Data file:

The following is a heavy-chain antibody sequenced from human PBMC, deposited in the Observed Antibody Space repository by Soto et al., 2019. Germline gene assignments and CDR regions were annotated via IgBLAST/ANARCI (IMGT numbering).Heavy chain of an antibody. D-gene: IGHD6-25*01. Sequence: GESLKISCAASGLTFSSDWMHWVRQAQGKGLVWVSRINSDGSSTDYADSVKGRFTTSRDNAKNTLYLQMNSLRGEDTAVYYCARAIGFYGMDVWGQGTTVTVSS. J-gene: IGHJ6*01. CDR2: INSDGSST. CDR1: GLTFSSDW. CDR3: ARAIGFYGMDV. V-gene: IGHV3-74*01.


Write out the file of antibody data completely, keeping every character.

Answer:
The following is a heavy-chain antibody sequenced from human PBMC, deposited in the Observed Antibody Space repository by Soto et al., 2019. Germline gene assignments and CDR regions were annotated via IgBLAST/ANARCI (IMGT numbering).Heavy chain of an antibody. D-gene: IGHD6-25*01. Sequence: GESLKISCAASGLTFSSDWMHWVRQAQGKGLVWVSRINSDGSSTDYADSVKGRFTTSRDNAKNTLYLQMNSLRGEDTAVYYCARAIGFYGMDVWGQGTTVTVSS. J-gene: IGHJ6*01. CDR2: INSDGSST. CDR1: GLTFSSDW. CDR3: ARAIGFYGMDV. V-gene: IGHV3-74*01.